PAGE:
“The Court is not convinced that dissatisfaction and concern about the legitimacy of the election results has dissipated for all Americans,” Judge Emmet G. Sullivan wrote in an April 20 ruling denying bond for a man accused of beating a police officer with a crutch and dragging the officer into the crowd. “Former President Donald J. Trump continues to make forceful public comments about the ‘stolen election,’ chastising individuals who did not reject the supposedly illegitimate results that put the current administration in place.”
Sullivan cited a statement Trump released on Easter, wishing a happy holiday to “the Radical Left CRAZIES who rigged our Presidential Election,” along with reporting on a speech the former president gave to donors criticizing other Republicans for not keeping him in power.
The judge raised the same comments in denying bond to physicist Jeffrey Sabol, who, according to court records, dragged an officer down the steps and used a baton to hold him down. In court, Sabol’s attorney argued that his client now realizes that he was “lied to” about the election. But given Trump’s recent comments, “there is ample reason to believe that fight is not finished for Mr. Sabol and others like him, making the threat of further violence present, concrete, and continuing,” the judge wrote.
Sabol is not the only one behind bars despite repudiating Trump.
“I’ve got some of my good friends and myself facing jail time cuz we followed this guy’s lead and never questioned it,” Ethan Nordean wrote on the encrypted messaging service Telegram on Inauguration Day, according to prosecutors. “We are now and always have been on our own.”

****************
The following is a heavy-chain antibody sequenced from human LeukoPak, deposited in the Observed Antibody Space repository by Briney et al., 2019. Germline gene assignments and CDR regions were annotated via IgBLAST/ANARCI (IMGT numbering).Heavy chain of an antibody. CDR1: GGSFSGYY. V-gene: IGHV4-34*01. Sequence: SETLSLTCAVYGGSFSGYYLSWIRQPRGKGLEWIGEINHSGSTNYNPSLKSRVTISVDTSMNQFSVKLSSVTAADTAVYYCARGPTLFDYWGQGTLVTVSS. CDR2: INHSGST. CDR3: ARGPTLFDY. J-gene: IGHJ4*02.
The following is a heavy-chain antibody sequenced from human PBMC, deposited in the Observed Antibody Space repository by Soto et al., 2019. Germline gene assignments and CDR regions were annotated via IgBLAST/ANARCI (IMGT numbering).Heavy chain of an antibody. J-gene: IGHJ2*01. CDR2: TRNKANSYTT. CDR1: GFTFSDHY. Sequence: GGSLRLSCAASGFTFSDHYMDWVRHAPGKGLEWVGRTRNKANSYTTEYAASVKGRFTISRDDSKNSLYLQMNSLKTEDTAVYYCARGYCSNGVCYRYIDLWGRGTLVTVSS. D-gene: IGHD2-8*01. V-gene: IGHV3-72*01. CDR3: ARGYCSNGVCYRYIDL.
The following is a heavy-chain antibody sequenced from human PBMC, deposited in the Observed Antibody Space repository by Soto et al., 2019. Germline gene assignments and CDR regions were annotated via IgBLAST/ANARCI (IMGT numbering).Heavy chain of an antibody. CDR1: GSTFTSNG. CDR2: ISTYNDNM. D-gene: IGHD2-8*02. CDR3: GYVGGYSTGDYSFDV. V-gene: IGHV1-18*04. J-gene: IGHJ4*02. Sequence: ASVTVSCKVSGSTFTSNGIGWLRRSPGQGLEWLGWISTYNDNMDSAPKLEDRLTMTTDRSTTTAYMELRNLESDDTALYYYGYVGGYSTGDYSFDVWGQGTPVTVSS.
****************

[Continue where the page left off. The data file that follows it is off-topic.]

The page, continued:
Nordean’s attorneys argued that the message is evidence that he is no longer interested in political protest. But prosecutors argued, and a judge agreed, that the message showed that Nordean was a leader in the Capitol attack and could marshal fellow members of the far-right Proud Boys group in the future.
“Even if the election has passed,” Judge Timothy J. Kelly said at a hearing in April, “all of politics has not.”
Joseph Hurley, who represents a Capitol defendant who is out on bond, said it is fair for judges to weigh Trump’s words in detention decisions — “to the extent that there has not been a complete denial of the lack of reasoning and stupidity that led them to be involved.”
He said Anthony Antonio, his client, was “no longer infected” by belief in the former president. Although at the beginning of the riot Antonio taunted police and proclaimed that it was “1776 all over again,” by the end, Hurley said, he was pleading with others to be peaceful and now considers Trump “a liar.”
But, Hurley said, when “Trump keeps beating that drum, he keeps firing them up . . . the burden is on them to convince the judge” that they aren’t listening.
Richard Wilson, a professor at the University of Connecticut who studies international speech crimes, disagrees. He said the onus is on the courts to carefully consider over time whether the danger has passed.
“If there’s a continued risk that’s a high level of risk, and it’s imminent, and there is continued incitement by leading individuals from in around the Trump administration,” he said, caution makes sense. “But I think the power and influence is waning all the time. . . . Donald Trump might be out there for a very long time, and people can’t be detained indefinitely.”